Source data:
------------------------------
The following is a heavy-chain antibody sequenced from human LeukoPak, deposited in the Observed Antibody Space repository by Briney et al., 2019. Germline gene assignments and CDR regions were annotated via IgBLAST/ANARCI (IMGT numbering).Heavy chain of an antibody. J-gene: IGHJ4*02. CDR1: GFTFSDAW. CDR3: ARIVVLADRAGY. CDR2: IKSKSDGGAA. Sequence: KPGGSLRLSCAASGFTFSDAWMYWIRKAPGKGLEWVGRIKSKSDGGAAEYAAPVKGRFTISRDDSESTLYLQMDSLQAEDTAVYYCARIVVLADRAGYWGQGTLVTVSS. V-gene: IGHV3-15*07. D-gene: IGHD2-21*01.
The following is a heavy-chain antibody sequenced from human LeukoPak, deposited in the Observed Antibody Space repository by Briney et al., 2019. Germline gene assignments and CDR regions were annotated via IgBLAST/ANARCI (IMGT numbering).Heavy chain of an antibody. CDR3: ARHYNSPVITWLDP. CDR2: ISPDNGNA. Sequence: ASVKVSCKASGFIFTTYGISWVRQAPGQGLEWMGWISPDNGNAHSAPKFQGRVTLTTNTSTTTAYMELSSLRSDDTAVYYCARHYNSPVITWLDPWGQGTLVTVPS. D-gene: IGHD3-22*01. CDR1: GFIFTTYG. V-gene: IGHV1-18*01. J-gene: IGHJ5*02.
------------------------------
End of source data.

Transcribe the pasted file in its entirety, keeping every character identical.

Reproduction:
The following is a heavy-chain antibody sequenced from human LeukoPak, deposited in the Observed Antibody Space repository by Briney et al., 2019. Germline gene assignments and CDR regions were annotated via IgBLAST/ANARCI (IMGT numbering).Heavy chain of an antibody. J-gene: IGHJ4*02. CDR1: GFTFSDAW. CDR3: ARIVVLADRAGY. CDR2: IKSKSDGGAA. Sequence: KPGGSLRLSCAASGFTFSDAWMYWIRKAPGKGLEWVGRIKSKSDGGAAEYAAPVKGRFTISRDDSESTLYLQMDSLQAEDTAVYYCARIVVLADRAGYWGQGTLVTVSS. V-gene: IGHV3-15*07. D-gene: IGHD2-21*01.
The following is a heavy-chain antibody sequenced from human LeukoPak, deposited in the Observed Antibody Space repository by Briney et al., 2019. Germline gene assignments and CDR regions were annotated via IgBLAST/ANARCI (IMGT numbering).Heavy chain of an antibody. CDR3: ARHYNSPVITWLDP. CDR2: ISPDNGNA. Sequence: ASVKVSCKASGFIFTTYGISWVRQAPGQGLEWMGWISPDNGNAHSAPKFQGRVTLTTNTSTTTAYMELSSLRSDDTAVYYCARHYNSPVITWLDPWGQGTLVTVPS. D-gene: IGHD3-22*01. CDR1: GFIFTTYG. V-gene: IGHV1-18*01. J-gene: IGHJ5*02.